The iTunes Music Store Is Outdated

by James R. Stoup Feb 28, 2006

Apple’s iTunes Music Store recently passed the 1 billionth download mark. It was a fairly grand occasion as Apple got to add another impressive benchmark to its lists of acomplishments. However, this milestone highlights the one, big glaring problem with the iTunes’ service, and that is its name is wrong. The iTMS no longer only sells music. Ok, so the name is a bit misleading, big deal right? What is the problem? So what if the name isn’t completely accurate, who cares?

I care, a lot. And for two very good reasons. The first is that I find it slightly annoying to buy TV shows from a music store. But the second, and most important reason, is that iTunes is becoming too cluttered. Currently you can download the following from the iTunes Music Store:

  1. songs
  2. music videos
  3. TV shows
  4. podcasts
  5. video podcasts
  6. short animated films
  7. movie Trailers
  8. audio books

And in the future, with the next most likely candidate for online distribution being movies, it is a safe bet that much more digital content will be available.  However, I see no reason for things to stop with that. I expect all sorts of things to be sold via Apple’s store in the future. Digital pictures, software and books just to name a few.

Here is the problem though, currently all of those items would be accessed via iTunes. And that is the part that makes no sense. I don’t want to have to scan through my collection of Billy Joel songs to find an episode of Battlestar Galactica. I don’t want to have to clutter my music library with feature length films. And I really don’t want iTunes to become this gaint-mega-super-database-of-digital-media-player-organizer thing. I love iTunes, it is the best music player and podcast organizer I have ever used. It has a clean interface, lots of features and is very intuitive. But there are some things it doesn’t do too well, playing movies is one of them!

So, now that we know the problem, here is my solution. First, rebrand the iTunes Music Store into the iMedia Store. Second, create another application whose sole purpose is to rate, organize and play video content. Call it iVideo if you must. Either way seperate out the video functionality of iTunes (return it to its true function) and let iVideo handle TV shows, video podcast, trailers and movies. This will shrink the size of my iTunes library back down to something managable and allow me to enjoy my video content in a much greater way.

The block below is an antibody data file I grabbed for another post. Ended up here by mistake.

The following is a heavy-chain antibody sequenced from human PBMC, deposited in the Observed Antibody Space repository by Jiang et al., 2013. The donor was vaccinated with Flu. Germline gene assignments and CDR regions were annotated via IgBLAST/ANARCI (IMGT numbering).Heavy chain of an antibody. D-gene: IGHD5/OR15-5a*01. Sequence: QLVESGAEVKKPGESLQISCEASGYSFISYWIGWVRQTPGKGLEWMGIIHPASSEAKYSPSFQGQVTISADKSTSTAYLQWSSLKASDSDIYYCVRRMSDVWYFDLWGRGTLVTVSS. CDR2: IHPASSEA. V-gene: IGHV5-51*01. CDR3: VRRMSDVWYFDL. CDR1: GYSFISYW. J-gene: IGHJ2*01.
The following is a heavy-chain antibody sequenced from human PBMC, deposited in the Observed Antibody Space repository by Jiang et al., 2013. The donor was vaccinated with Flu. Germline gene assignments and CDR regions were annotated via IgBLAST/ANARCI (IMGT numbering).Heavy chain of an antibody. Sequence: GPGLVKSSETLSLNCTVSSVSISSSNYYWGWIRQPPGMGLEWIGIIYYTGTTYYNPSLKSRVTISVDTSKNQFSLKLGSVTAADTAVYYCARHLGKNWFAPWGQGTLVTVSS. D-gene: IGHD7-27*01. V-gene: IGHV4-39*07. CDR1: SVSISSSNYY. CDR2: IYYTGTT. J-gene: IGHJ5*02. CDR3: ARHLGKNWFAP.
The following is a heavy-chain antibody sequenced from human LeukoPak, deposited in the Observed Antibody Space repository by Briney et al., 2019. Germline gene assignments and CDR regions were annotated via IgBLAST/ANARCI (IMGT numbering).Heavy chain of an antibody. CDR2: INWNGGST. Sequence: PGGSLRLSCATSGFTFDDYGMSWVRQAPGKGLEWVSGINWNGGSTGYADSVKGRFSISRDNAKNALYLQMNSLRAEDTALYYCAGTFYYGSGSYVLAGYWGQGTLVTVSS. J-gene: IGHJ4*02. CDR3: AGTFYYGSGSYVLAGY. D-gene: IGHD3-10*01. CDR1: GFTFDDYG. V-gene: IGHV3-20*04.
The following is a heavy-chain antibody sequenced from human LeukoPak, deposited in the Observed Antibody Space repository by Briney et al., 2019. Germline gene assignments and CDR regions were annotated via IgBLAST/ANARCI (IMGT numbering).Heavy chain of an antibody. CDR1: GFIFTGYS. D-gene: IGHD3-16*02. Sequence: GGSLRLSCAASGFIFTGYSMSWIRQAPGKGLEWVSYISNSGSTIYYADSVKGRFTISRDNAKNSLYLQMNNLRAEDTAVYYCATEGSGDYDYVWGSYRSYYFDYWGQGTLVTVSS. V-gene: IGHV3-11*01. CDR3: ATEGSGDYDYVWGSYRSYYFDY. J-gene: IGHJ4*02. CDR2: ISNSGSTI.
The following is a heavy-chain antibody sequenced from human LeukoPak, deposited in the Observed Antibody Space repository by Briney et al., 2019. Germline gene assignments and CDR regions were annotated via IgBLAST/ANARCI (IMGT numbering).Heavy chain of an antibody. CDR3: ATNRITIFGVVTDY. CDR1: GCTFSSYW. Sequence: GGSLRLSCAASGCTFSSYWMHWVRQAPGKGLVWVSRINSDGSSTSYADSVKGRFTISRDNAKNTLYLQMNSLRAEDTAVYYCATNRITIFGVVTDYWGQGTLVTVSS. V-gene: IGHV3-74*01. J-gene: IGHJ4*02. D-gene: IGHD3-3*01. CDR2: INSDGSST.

If Apple doesn’t do something to iTunes soon, then the application will quickly develop into a twisted version of Windows Media Player. Giving the user the feeling that its true purpose is buried beneath layers of tack-on features and useless crap as it tries to be everything to everyone.


  • Couldn’t agree with you more. I’m starting to get frustrated about having all this “content” in iTunes. When I fire up iTunes - 9/10 it’s to listen to music… not watch a video. Watching a video is a different user experience to listening to music.

    Yes, I *might* dance to/sing-along with the music but, more often than not, it is accompanying another activity (usually working or surfing). With video, it’s more passive - I am concentrating on the video.

    So splitting the content between two apps isn’t a problem in my mind, I’ll fire up the app that provides what I currently want.

    hitchhiker had this to say on Feb 28, 2006 Posts: 48
  • James ?
      Do you complain when walking in the FYE, SamGoodie, or any of the other stores located at malls and/or shopping centers that have music, DVDs, video game content ect. Just about anywhere you go anymore stores are becoming more and more pro on capturing anything and everything to do in the home entertainment realm, as Apple has set thier goal in doing with thier business.
      I do agree to some extent with it all being through one program, but not seperate stores. Convienience is what the average american is looking for. One time check out. Mainly to do with society being lazy. I know I am. Just the fact of re-entering the same info over and over at multiple websites is a pain.
      As to leafing through your selection of music and seeing a video pop up ? Try the search engine, searching by artist. Always works for me, as well as folder or playlist, I think video is stored seperately in a playlist that is set up by default.
      And anything Apple doing related to Windows is absurd. How can you even compare the two when it comes to software.

    Macster2 had this to say on Feb 28, 2006 Posts: 40
  • Woah Macster2: “And anything Apple doing related to Windows is absurd. How can you even compare the two when it comes to software.”

    He just did. And the comparison is accurate.

    As James says: “...quickly develop into a twisted version of Windows Media Player.”

    Completely accurate; WMP tries to do everything in one “slick” interface and ends up doing it all badly. James’ point is that iTunes will go the same way unless the video elements are split off. And, in my opinion, he’s right.

    That said, I’m with you on the store idea - one store to rule them all and all that. Just different apps to view/listen/store the content!

    hitchhiker had this to say on Feb 28, 2006 Posts: 48
  • I think
    1. It makes no sense to go back on such a successful brand as iTunes.